Into the meadow But while thinking of what might enhance his own life, Bruchhauser has also considered his employees at Tecta and, in tandem with the work at the Hexenhaus, the Smithsons have made many improvements there.

The factory, dating from the early 1960s, was designed by its architect-proprietor Hans Konnecke, using rendered concrete block and timber. 'It was built in a very economical way - built in a poor Germany, ' says Smithson. 'Everything was done in a minimum way and has mostly lasted very well. Architects there in the 60s were beginning again. It feels a bit like the Bauhaus.'

By the 1980s, though, some features seemed a little too basic. The Smithsons have installed new WCs, for instance, with the same costly materials and fixtures as in Bruchhauser's bathroom at home, and a screened view of the courtyard outside.

But what distinguishes their interventions is the integration of the workers' welfare with a strategy for the building in its landscape - once more, 'a tuning of the relationship of persons with place'.

In another ILAUD essay called 'Empooling', published in the 1996-97 yearbook, Smithson describes the guiding concept at Tecta with an evocative analogy: 'When there is a sandy beach with rocks standingup from it, as the tide recedes, small pools are left at certain places where the rocks cluster. Similarly, the formation of buildings can carry with it an empooling of the space between and, as with the rock pools, what is within that space-between seems extraordinarily vivid.'

This, he wrote, marked a shift of emphasis on their part as architects - thinking less of the building as an object than of its 'special shaping of the territory'. At Tecta, three areas for that shaping, that 'empooling', were identified: its entrance, its garden courtyard, and the meadow alongside.

The entrance to the single-storey factory is right beside the road leading into Lauenf÷rde's industrial estate, and what the visitor sees first, perched at one corner of the building, is an oversized replica of Mart Stam's pioneering cantilever chair of 1927: an apt sign for Tecta, as classic Modern steel-tube furniture is central to its output.

At the same corner, a wedge of established mixed planting supplies a boundary to this forecourt, while two new raised paths in bianco sardo granite converge towards the otherwise discreet entrance door. A third path, just protruding onto the block paving of this area, heads off at an angle across the grass to a steel-and-glass pavilion by Wewerka, directing your attention to the larger site in which the factory stands, but not raising doubts about where you should go.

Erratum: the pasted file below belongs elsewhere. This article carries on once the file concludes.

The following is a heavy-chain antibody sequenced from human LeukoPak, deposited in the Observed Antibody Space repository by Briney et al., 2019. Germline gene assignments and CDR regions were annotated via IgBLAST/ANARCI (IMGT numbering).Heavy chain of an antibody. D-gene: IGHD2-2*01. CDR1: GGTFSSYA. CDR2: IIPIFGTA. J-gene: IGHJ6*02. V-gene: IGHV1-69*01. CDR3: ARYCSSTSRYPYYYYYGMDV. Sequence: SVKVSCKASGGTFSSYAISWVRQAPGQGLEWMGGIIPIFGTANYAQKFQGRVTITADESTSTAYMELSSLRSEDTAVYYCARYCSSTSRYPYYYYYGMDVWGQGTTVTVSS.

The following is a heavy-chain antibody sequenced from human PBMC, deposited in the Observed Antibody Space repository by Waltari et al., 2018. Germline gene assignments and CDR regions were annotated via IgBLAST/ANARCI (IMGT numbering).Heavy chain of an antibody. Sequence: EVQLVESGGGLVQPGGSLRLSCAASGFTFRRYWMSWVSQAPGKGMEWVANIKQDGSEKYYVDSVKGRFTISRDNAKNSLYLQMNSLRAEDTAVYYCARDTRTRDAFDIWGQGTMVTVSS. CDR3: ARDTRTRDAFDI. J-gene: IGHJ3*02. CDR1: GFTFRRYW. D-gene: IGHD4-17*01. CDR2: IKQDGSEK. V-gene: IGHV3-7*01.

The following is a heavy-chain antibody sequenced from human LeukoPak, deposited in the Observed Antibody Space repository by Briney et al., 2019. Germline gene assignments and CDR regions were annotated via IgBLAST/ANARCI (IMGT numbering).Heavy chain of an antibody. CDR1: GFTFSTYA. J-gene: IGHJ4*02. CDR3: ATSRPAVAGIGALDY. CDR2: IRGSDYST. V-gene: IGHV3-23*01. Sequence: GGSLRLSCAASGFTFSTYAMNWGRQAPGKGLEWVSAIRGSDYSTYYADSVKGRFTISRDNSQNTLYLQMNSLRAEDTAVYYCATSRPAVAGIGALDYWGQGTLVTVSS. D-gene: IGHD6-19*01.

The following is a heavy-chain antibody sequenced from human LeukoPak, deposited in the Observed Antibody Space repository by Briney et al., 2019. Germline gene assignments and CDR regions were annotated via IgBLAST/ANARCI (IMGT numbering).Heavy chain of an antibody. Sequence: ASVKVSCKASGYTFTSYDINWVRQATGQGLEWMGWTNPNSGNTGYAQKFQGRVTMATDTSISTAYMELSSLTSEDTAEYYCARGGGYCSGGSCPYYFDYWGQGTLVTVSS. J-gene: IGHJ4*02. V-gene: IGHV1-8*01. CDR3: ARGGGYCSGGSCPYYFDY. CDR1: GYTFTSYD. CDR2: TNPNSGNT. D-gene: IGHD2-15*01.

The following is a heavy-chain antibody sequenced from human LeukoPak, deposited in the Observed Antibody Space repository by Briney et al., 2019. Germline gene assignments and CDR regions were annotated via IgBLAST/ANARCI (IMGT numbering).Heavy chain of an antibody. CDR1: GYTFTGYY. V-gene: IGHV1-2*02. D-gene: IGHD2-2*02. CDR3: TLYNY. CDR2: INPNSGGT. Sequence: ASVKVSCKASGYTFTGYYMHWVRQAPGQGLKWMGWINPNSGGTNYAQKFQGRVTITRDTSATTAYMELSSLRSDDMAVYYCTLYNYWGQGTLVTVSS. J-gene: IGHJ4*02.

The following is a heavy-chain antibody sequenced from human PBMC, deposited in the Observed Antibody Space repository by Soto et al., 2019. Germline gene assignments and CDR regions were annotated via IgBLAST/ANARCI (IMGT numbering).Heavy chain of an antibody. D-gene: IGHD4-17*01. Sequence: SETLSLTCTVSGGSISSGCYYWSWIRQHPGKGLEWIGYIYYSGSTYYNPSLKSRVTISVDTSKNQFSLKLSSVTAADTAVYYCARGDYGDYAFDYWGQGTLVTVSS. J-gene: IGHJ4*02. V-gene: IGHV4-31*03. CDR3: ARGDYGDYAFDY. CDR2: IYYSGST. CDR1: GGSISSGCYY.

This ensemble encourages you to pause for a moment to survey the scene, especially given one other addition - the polished stainless-steel fascia which the Smithsons have overlain on the existing black one. This forms a continuous ribbon around the factory, and its blurred reflections - capturing only parts of things, man-made and natural, and so turning them into semi-abstractions - are an unpredictable visual delight.

But the sense of 'empooling' is much stronger in the lushly-planted garden courtyard, whose enclosed form clearly lends itself to 'rock pool' treatment. Projecting into it now is one of the Smithsons' earliest works at Tecta, the Canteen Porch, conceived along the same lines as Bruchhauser's porches at home.

Its outer walls are faceted in a comparable way, it contains seats on both sides, and its yellow-painted woodwork frames are another lattice variant. As at the Hexenhaus, the new porch is wider than the opening in the canteen wall, so it reads as an extra layer between inside and out.

Protruding on the same side of the courtyard is one of the latest additions, a room for Bruchhauser's father to sit out in while still feeling connected to Tecta's daily life. But the focal point here remains the Yellow Lookout, subject of a Working Detail (AJ 8.6.94).

Its ancestor was the Smithsons' unbuilt Straight Climb Lookout for Kingsbury Water Park in 1977; its progeny include smaller towers at both Tecta and the Hexenhaus (and indirectly the Hexenbesenraum).

It serves both as a lookout and a marker, one of several foci that now locate the factory in its landscape.

As you climb up from the sheltered courtyard, you begin to intercept the breeze and the view. At the top, you come face-toface with the branches of two sugar maples:

'substantial beings', as Smithson says, that completely shade the offices below.

This is the one moment at Tecta when your experience of nature is much like that at the Hexenhaus - you are almost engulfed by the trees.

From the top too you can see a scaleddown yellow tower at the factory's edge, directly overlooking the meadow - another marker that alerts you to the third of the 'empoolings', a radical change in Tecta's relationship with its surroundings. This side was formerly the back of the factory but is now the front; the building has been steadily reorientated.